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Imperva Hacked: Customer API Keys, SSL Certificates Stolen

Updated, corrected to clarify that EE is not using Imperva’s WAF product. (The company cites the mobile carrier as an early WAF adopter and user of another, unaffected product). 

Cloud security specialist Imperva says its Cloud Web Application Firewall (WAF) product has been hacked, with a “subset” of customers’ API keys and SSL certificates stolen in the attack which was discovered on August 20.

The Redwood Shores, California-based firm – which was bought by private equity giant Thoma Bravo for for $2.1 billion in October 2018 – says the breach was disclosed to it by a third-party. The company has yet to reveal details of that disclosure. 

Imperva’s WAF was previously known as Incapsula. The company describes it as “a key component of Imperva’s market-leading, full stack application security solution which brings defense-in-depth to a new level.”

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CEO Chris Hylen wrote: “We want to be very clear that this data exposure is limited to our Cloud WAF product… Elements of our Incapsula customer database through September 15, 2017 were exposed. These included: email addresses; hashed and salted passwords. And for a subset of the Incapsula customers through September 15, 2017: API keys and customer-provided SSL certificates.”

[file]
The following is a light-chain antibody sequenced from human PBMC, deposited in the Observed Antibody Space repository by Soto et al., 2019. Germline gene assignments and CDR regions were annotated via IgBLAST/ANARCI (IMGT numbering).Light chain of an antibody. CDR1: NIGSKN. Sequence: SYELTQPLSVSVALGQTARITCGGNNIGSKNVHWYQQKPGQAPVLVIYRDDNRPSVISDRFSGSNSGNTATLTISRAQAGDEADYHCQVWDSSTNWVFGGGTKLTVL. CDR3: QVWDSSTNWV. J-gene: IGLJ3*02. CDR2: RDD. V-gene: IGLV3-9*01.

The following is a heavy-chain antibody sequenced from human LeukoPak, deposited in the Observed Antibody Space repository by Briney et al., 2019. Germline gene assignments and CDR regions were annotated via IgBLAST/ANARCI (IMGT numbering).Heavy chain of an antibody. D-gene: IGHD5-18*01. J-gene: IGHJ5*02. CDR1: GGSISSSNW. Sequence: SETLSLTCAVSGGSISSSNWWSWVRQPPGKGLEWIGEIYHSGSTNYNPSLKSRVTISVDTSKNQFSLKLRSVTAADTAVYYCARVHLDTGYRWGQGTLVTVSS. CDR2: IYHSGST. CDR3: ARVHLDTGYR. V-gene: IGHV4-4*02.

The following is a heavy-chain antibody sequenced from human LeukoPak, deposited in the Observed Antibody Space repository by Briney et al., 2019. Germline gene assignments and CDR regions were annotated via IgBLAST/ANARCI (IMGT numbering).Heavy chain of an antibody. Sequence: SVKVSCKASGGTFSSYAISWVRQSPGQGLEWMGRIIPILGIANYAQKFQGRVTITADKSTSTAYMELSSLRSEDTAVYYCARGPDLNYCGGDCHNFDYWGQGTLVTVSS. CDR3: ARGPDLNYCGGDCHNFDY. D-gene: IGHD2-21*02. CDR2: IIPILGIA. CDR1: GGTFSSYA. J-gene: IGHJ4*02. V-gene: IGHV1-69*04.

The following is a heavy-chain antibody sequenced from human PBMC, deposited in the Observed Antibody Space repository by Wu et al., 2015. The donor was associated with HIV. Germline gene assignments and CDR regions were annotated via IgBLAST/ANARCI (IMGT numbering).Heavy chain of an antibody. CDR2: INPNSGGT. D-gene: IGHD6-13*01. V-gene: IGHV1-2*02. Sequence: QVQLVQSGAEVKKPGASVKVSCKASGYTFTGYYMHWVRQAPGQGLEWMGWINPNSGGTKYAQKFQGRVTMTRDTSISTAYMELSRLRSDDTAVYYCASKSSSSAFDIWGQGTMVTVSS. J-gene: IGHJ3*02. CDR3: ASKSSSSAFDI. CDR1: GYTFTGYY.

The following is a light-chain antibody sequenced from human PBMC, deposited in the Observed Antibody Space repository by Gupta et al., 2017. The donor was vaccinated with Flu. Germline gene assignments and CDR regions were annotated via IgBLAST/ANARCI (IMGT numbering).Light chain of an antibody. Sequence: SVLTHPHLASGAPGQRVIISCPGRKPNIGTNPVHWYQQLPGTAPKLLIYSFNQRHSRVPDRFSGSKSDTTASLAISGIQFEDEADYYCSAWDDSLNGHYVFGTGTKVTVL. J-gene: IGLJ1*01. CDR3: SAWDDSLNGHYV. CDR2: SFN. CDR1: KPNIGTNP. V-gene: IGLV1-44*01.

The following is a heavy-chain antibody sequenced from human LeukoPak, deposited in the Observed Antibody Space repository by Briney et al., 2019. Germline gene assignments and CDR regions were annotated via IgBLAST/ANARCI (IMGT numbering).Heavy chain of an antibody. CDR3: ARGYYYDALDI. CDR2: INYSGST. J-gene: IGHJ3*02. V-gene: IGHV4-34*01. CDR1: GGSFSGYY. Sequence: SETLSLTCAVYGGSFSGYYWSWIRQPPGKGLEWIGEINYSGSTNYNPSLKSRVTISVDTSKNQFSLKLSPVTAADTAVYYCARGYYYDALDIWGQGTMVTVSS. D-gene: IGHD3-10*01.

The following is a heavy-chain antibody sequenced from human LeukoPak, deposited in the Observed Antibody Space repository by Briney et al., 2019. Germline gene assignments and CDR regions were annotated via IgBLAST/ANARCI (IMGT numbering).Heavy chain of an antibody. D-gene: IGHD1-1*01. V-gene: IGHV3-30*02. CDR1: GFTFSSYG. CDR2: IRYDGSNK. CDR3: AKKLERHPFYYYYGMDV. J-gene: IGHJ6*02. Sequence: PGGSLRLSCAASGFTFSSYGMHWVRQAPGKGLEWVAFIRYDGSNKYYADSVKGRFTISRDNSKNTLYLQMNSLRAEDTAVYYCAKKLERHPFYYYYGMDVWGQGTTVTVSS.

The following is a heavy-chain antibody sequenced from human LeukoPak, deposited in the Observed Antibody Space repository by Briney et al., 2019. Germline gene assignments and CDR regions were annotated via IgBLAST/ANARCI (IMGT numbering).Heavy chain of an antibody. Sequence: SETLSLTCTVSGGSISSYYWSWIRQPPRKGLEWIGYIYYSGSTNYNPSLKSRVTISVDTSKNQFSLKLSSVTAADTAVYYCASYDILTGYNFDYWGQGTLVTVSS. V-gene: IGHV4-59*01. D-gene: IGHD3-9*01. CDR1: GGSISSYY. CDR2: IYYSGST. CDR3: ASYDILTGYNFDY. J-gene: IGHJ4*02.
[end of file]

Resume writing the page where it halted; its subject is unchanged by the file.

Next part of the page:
Imperva Hacked: “Profoundly Regrets” Incident

Rich Mogull, founder of cloud security firm DisruptOps told Brian Krebs that stolen customer API keys and SSL certificates could, in a worst case scenario, allow an attacker “to intercept, view or modify traffic destined for an Incapsula client web site, and even to divert all traffic for that site to or through a site owned by the attacker.”

He added: They could modify any of the security Incapsula security settings, and if they got [the target’s SSL] certificate, that can potentially expose traffic. For a security-as-a-service provider like Imperva, this is the kind of mistake that’s up their with their worst nightmare.”

SensePost founder Charl van der Walt told Computer Business Review: “Conceptually, the attacker gets all the functionality the API keys offer, which might be as much as being logged in to the UI.  I can’t see at a glance what their API might offer, and no one else seems to know either. The comments I’ve seen are suggesting ‘not much’.

He added: “Abusing SSL keys requires some kind of Hacker In the Middle scenario, which is scary, but much less scalable.”

Imperva’s CEO told customers: “We continue to investigate this incident around the clock and have stood up a global, cross-functional team.”

Imperva has “implemented forced password rotations and 90-day expirations in our Cloud WAF product” he wrote today. (Critics may note that this is shutting the stable door after the horse has bolted and given the prevalence of credential stuffing/password re-use, may have been wise to implement earlier…)

See also: An Idiot’s Guide to Dealing with Hackers

The company says it is encouraging customers to:

CEO Chris Hylen added: “We profoundly regret that this incident occurred and will continue to share updates going forward.”

Computer Business Review has contacted the company with a number of further questions. The incident is the latest data breach involving a cybersecurity company. Earlier this year Trend Micro admitted it had also suffered a data breach following a widely publicised incident.

Read this: Trend Micro Admits it Was Hacked, Symantec Denies Claims of “Fxmsp” Breach


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